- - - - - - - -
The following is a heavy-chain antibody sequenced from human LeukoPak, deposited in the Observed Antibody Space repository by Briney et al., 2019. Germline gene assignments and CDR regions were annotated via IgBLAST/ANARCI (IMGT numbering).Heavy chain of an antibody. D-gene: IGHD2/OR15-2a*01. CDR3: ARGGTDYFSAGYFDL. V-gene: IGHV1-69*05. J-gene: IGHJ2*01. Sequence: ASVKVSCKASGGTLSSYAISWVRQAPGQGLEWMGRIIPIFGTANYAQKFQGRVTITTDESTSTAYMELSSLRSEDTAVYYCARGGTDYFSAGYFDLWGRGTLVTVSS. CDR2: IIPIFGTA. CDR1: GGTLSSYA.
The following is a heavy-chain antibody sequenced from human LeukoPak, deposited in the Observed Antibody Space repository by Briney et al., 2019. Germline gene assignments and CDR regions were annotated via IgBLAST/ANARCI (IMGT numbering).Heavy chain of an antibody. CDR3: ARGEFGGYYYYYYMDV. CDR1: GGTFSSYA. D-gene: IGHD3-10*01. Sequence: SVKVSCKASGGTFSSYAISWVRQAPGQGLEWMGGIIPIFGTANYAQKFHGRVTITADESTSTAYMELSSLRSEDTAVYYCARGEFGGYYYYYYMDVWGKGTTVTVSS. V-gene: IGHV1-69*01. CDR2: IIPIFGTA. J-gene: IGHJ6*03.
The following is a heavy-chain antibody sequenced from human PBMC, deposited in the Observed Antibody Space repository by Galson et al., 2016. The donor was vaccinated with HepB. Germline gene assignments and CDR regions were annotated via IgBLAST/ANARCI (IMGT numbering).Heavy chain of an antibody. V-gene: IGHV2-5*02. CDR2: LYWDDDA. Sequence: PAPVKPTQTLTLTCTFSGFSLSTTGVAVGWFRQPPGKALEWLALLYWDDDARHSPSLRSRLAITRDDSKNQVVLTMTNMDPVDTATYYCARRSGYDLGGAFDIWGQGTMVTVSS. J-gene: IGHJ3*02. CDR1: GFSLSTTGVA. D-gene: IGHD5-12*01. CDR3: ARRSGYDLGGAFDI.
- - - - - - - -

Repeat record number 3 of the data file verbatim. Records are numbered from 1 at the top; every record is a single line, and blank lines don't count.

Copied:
The following is a heavy-chain antibody sequenced from human PBMC, deposited in the Observed Antibody Space repository by Galson et al., 2016. The donor was vaccinated with HepB. Germline gene assignments and CDR regions were annotated via IgBLAST/ANARCI (IMGT numbering).Heavy chain of an antibody. V-gene: IGHV2-5*02. CDR2: LYWDDDA. Sequence: PAPVKPTQTLTLTCTFSGFSLSTTGVAVGWFRQPPGKALEWLALLYWDDDARHSPSLRSRLAITRDDSKNQVVLTMTNMDPVDTATYYCARRSGYDLGGAFDIWGQGTMVTVSS. J-gene: IGHJ3*02. CDR1: GFSLSTTGVA. D-gene: IGHD5-12*01. CDR3: ARRSGYDLGGAFDI.